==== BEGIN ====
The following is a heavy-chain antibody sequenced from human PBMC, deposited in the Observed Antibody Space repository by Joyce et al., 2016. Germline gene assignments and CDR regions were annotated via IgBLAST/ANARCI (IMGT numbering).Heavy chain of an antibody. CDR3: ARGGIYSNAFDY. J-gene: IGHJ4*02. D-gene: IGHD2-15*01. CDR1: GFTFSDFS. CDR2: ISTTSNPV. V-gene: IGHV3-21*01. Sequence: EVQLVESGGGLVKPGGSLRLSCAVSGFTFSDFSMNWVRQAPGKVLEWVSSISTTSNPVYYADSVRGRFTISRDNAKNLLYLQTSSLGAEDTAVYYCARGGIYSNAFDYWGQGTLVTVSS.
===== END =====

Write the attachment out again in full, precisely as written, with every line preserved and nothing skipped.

The following is a heavy-chain antibody sequenced from human PBMC, deposited in the Observed Antibody Space repository by Joyce et al., 2016. Germline gene assignments and CDR regions were annotated via IgBLAST/ANARCI (IMGT numbering).Heavy chain of an antibody. CDR3: ARGGIYSNAFDY. J-gene: IGHJ4*02. D-gene: IGHD2-15*01. CDR1: GFTFSDFS. CDR2: ISTTSNPV. V-gene: IGHV3-21*01. Sequence: EVQLVESGGGLVKPGGSLRLSCAVSGFTFSDFSMNWVRQAPGKVLEWVSSISTTSNPVYYADSVRGRFTISRDNAKNLLYLQTSSLGAEDTAVYYCARGGIYSNAFDYWGQGTLVTVSS.